Microarray analysis suggests that a relatively small number of genes are regulated by Spdk in S2 cells. Of these, 33 are downregulated upon reduction of Spdk levels and 10 are upregulated. ChIP suggests that, in contrast to the upregulated genes, most of those downregulated (6-9 of 13 represented) are likely to have Spdk binding sites in their flanking chromatin. This suggests that most of those genes significantly downregulated by reduction of Spdk are directly regulated by Spdk through its binding to regulatory regions to presumably activate transcription. However, the majority of significantly upregulated genes are likely not to be direct targets of Spdk-mediated repression. Despite the apparently small number of Spdk target genes in S2 cells, both precipitation of chromatin with anti-Spdk serum and the immunolocalisation of Spdk on polytene chromosomes of larval salivary glands point to its having a large number of genomic binding sites. It is possible that the majority of Spdk binding sites have relatively little or no effect on the transcription of nearby genes and so only subtle changes in the transcription of such genes would result from Spdk depletion. Alternatively, these binding sites may only be important in specific developmental or physiological contexts. If this were the case, expression studies in a range of tissue types, rather than just in S2 cells, may reveal regulation of a larger number of genes by Spdk (Page, 2005).

Of the known putative target genes identified to be activated by Spdk, perhaps the most interesting are Orc4, TFIIEα and mRpL1. Not only has Spdk been shown to be likely to bind to chromatin in the region of these genes, but their expression was also greatly reduced following downregulation of spdk by mutation or RNAi. This suggests that Spdk may act as a factor that promotes cellular proliferation, by activating expression of Orc4, while also activating cellular and mitochondrial growth, by activation of TFIIEα and mRpL1, respectively. By analogy with the cyclin D-Cdk4-mediated regulation of mRpL12, the Spdk-mediated activation of mRpL1 transcription may be important in the activation of cellular growth as well as mitochondrial biogenesis. Given that Orc4 mRNA levels are extremely low in spdk mutants, and that expression of Orc4 in spdk dsRNA-treated DMEL cells can rescue their cell cycle defects, it seems likely that the cell cycle phenotype of spdk mutants is caused by a lack of Orc4 protein. However, it cannot be ruled out that other proteins required for DNA replication are also depleted in these mutants (Page, 2005).

To date, DREF and E2F1 are the principal Drosophila transcription factors known to be important in regulating G1 and S phases. Examination of the genomic DNA flanking spdk revealed one perfect match for the Drosophila DNA replication-related element (DRE) 54-61 base pairs upstream from the putative transcription start site. Since Spdk is expressed in proliferating cells, it seems likely that transcriptional regulation by DREF alone, or in combination with autoregulation by Spdk (as suggested by its own precipitation by anti-Spdk ChIP), could explain the expression pattern of spdk. This would place Spdk as a probable downstream effector of DREF-mediated transcriptional regulation. Given that DREF has been implicated in the activation of cell proliferation and its coordination with mitochondrial growth, the identified targets of Spdk fit well with this role. Intriguingly, it was shown that Spdk may also bind to the regulatory regions of dref. This may enable mutual regulation of Spdk and DREF, although this is highly speculative. It will be of future interest to see how the expression of other genes activated by Spdk might contribute to the coordination of cell proliferation with S phase progression (Page, 2005).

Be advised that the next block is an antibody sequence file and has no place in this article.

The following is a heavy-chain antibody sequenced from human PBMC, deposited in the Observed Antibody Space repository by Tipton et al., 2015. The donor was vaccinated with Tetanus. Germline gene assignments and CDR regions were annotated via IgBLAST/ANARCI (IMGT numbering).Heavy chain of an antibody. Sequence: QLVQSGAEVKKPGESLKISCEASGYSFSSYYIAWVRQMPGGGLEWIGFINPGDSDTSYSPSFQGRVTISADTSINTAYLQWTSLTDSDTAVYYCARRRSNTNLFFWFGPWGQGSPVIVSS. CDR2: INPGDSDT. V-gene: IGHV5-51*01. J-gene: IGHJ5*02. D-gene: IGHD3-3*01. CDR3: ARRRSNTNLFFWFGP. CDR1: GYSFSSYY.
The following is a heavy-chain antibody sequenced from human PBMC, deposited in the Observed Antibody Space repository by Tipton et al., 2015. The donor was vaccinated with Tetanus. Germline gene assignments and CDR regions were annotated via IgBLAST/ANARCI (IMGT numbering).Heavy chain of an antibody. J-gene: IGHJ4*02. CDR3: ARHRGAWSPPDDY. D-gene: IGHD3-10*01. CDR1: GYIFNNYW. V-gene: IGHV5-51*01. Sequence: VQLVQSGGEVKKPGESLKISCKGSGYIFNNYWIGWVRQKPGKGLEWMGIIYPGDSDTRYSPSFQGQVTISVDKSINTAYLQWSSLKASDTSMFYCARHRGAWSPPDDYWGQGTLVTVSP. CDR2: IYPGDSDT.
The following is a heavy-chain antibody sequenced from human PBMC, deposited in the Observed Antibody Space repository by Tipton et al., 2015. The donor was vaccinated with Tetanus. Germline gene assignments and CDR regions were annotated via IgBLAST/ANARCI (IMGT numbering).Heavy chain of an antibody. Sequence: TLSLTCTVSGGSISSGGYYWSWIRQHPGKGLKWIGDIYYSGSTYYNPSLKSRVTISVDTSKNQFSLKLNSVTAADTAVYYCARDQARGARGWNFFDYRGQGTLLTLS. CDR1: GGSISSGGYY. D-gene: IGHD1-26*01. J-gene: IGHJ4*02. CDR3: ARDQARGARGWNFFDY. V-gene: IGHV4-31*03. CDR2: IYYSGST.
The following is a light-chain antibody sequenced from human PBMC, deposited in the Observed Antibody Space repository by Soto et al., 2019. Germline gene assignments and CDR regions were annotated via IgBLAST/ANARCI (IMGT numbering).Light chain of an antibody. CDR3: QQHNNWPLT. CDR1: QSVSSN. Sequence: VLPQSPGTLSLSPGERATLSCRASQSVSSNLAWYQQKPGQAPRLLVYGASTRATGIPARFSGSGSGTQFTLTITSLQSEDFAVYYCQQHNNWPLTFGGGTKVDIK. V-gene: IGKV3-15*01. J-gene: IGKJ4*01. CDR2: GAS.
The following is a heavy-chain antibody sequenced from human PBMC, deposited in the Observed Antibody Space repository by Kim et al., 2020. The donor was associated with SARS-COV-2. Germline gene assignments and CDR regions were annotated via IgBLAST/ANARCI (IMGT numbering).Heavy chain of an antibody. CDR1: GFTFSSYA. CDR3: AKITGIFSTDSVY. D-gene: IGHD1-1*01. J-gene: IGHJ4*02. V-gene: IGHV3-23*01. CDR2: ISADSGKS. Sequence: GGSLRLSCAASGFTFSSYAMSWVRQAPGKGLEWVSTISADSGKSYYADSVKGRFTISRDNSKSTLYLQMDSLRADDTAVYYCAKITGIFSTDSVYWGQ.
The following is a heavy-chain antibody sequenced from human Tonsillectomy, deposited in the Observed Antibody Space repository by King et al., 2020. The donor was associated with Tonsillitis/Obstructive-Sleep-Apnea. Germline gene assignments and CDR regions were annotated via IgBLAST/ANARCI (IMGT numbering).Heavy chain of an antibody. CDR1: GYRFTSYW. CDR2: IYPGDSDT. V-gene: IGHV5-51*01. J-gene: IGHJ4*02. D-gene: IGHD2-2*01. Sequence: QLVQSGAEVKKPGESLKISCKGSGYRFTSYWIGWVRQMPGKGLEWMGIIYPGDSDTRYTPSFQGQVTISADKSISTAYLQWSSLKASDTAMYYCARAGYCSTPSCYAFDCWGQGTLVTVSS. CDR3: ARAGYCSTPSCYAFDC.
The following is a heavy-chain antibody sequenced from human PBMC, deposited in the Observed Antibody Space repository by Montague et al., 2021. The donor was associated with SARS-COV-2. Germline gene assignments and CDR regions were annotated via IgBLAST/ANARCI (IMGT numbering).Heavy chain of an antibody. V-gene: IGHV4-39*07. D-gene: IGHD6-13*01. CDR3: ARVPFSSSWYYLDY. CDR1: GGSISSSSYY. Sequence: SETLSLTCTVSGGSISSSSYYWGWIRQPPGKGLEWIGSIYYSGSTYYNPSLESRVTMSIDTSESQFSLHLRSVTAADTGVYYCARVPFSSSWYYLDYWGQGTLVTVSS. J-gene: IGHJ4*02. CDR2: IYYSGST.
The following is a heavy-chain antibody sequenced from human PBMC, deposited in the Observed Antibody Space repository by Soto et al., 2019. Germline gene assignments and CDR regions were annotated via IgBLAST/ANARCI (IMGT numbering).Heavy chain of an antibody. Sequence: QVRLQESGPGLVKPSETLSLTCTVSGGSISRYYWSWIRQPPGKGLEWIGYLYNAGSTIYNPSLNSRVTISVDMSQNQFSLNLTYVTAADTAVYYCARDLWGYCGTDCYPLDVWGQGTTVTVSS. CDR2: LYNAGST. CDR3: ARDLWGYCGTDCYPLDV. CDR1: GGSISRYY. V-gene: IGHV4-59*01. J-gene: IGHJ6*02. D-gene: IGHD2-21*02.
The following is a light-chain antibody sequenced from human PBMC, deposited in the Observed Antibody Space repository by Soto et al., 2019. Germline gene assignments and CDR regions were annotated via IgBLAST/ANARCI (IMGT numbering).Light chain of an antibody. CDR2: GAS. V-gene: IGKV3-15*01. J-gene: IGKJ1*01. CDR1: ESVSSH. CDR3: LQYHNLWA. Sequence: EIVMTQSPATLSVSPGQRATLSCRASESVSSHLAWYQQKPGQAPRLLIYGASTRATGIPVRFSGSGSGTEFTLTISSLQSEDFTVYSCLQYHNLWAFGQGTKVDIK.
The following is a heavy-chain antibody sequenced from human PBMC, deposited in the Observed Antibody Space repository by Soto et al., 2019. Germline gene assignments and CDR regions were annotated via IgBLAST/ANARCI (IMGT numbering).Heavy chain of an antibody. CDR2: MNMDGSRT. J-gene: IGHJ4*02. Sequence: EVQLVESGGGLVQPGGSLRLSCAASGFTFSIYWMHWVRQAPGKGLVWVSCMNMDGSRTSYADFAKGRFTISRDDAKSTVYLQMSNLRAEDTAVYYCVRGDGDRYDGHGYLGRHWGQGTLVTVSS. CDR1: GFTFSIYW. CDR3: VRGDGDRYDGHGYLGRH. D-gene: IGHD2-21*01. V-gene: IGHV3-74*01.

Since many of the factors involved in the transcriptional regulation of the cell cycle are conserved, it seems likely that Spdk might have its counterpart in human cells as, for example, does DREF. Anopheles gambiae has a clear orthologue of spdk, XP319587, which shares 45% identity with residues 225-506 of Spdk with homology extending beyond this most conserved region. A similar region of Spdk shares 41% identity with a region of Human Zinc-Finger Protein 155. However, given that the gene that encodes this protein is a member of a cluster of paralogous genes (Shannon, 2003), future work will be necessary to downregulate each of these genes to identify a functional orthologue of Spdk (Page, 2005).

Architectural protein Pita cooperates with dCTCF in organization of functional boundaries in Bithorax Complex

Boundaries in the Bithorax Complex (BX-C) of Drosophila delimit autonomous regulatory domains that drive parasegment-specific expression of homeotic genes. BX-C boundaries have two critical functions: they must block crosstalk between adjacent regulatory domains, and at the same time facilitate boundary bypass. The C2H2 zinc finger Pita protein binds to several BX-C boundaries including Fab-7 and Mcp. To study Pita functions, a boundary replacement strategy was used by substituting modified DNAs for the Fab-7 boundary, which is located between the iab-6 and iab-7 regulatory domains. Multimerized Pita sites block iab-6<-->ab-7 crosstalk but fail to support iab-6 regulation of Abd-B (bypass). In the case of Fab-7 a novel sensitized background was used to show that the two Pita sites contribute its boundary function. Although Mcp is from BX-C, it does not function appropriately when substituted for Fab-7; it blocks crosstalk but does not support bypass. Mutation of the Mcp Pita site disrupts blocking activity and also eliminates dCTCF binding. In contrast, mutation of the Mcp dCTCF site does not affect Pita binding, and this mutant boundary retains partial function (Kyrchanova, 2017).